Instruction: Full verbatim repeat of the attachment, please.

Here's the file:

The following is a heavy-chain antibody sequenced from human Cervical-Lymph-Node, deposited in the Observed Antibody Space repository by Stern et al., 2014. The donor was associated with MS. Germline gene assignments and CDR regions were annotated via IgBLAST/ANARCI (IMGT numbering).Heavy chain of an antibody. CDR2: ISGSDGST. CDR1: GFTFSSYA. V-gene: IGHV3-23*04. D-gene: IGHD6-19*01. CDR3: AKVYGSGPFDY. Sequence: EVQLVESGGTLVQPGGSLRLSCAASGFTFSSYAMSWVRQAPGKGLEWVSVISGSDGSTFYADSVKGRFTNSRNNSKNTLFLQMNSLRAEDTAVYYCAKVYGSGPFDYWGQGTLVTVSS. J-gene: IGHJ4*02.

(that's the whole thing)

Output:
The following is a heavy-chain antibody sequenced from human Cervical-Lymph-Node, deposited in the Observed Antibody Space repository by Stern et al., 2014. The donor was associated with MS. Germline gene assignments and CDR regions were annotated via IgBLAST/ANARCI (IMGT numbering).Heavy chain of an antibody. CDR2: ISGSDGST. CDR1: GFTFSSYA. V-gene: IGHV3-23*04. D-gene: IGHD6-19*01. CDR3: AKVYGSGPFDY. Sequence: EVQLVESGGTLVQPGGSLRLSCAASGFTFSSYAMSWVRQAPGKGLEWVSVISGSDGSTFYADSVKGRFTNSRNNSKNTLFLQMNSLRAEDTAVYYCAKVYGSGPFDYWGQGTLVTVSS. J-gene: IGHJ4*02.